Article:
2. Not a Christie fan though did like the Poirot books when I was younger and less discerning, and jazz makes me want to commit murder, so even though it’s Donald Sutherland I’m afraid it’s a nope.

  3. I could not stand the book. I think I gave it 2 stars. So a movie version, no matter the praise, doesn’t stand a chance of ever getting watched by me. I think it boils down to me not being a fan of Christie’s overall. I liked several of her books but they were always the peaks in the waves while most of her stuff kept me down in the troughs…

      • Oh, you have got to be kidding? Her best? This doesn’t even come close to And Then There Were None. And as loathe as I am to say it, even Murder of the Orient Express with that disgusting little Poirot was better.

        Now, if you want to talk movie versions, I’ll let you dictate without question. I’ve seen one version of Murder On (and it was not the branaugh version). I know there is a miniseries for And Then but I’ve never gotten around to it. And I’ve obviously never seen this.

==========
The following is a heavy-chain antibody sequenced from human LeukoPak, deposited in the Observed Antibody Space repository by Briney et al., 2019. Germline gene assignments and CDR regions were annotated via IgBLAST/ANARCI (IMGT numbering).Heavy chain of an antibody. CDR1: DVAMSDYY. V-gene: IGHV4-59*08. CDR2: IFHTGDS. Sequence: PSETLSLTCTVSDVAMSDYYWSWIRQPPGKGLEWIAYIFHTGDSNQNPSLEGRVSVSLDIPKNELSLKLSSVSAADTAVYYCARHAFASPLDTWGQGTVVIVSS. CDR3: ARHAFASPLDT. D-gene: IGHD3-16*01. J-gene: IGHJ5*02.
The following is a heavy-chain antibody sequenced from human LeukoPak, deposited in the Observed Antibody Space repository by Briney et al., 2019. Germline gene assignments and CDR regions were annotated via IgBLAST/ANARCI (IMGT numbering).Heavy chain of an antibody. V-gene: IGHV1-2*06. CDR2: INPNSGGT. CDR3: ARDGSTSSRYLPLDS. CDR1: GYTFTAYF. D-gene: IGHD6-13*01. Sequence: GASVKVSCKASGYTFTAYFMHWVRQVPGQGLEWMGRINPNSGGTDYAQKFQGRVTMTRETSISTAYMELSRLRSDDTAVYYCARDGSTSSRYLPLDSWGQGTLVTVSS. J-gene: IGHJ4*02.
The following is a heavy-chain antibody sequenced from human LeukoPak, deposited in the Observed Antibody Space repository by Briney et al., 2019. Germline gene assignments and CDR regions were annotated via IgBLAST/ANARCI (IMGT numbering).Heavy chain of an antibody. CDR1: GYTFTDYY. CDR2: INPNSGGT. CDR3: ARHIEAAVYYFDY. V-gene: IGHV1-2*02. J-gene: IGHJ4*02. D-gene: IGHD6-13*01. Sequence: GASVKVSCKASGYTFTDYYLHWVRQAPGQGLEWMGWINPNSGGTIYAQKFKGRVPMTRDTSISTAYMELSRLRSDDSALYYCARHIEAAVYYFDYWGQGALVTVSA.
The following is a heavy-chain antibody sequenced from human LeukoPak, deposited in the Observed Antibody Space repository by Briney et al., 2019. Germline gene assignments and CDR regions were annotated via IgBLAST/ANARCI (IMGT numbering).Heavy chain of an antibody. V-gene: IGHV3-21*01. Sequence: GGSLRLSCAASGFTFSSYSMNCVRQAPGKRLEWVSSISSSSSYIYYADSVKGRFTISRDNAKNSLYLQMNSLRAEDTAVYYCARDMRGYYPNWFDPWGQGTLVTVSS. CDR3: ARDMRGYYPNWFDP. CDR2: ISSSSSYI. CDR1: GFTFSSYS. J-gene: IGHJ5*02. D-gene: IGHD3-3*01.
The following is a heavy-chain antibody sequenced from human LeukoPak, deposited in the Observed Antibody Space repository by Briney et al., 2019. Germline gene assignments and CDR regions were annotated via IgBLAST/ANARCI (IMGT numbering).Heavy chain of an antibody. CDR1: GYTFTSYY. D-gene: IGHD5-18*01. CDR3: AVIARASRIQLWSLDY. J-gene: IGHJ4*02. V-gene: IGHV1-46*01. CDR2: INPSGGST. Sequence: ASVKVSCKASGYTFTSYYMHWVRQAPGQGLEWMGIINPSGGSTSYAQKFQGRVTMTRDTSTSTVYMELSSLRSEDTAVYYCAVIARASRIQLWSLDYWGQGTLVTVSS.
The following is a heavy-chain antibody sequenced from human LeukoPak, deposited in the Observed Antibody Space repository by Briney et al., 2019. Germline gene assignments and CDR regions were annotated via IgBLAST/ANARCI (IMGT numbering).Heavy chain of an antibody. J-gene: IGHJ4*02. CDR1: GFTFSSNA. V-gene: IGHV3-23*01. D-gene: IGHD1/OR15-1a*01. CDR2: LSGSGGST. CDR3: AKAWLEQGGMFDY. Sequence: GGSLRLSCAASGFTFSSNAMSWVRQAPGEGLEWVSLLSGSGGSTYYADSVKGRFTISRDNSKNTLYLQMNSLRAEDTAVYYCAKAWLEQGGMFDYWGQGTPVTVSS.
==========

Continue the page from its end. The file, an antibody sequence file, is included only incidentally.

• I’d be lying if I suggested I’d read most of Christie’s work; I can only judge her plotting through how well it makes the transition to the screen. This one was apparently her own favourite of her works; not that the artist is always the best judge. But I found the lack of a central location refreshing; the train/boat/house has become a cliche, and yet many of her works don’t feature that trope.

  4. Nice that they got a Canadian to play someone named Calgary. Haven’t seen this, or read the book, which is an omission for me since I usually like this kind of stuff. Thanks for the heads up!

    • Maybe I’m getting old, but I don’t need a gimmick to enjoy Christie. And Sutherland is ideal here…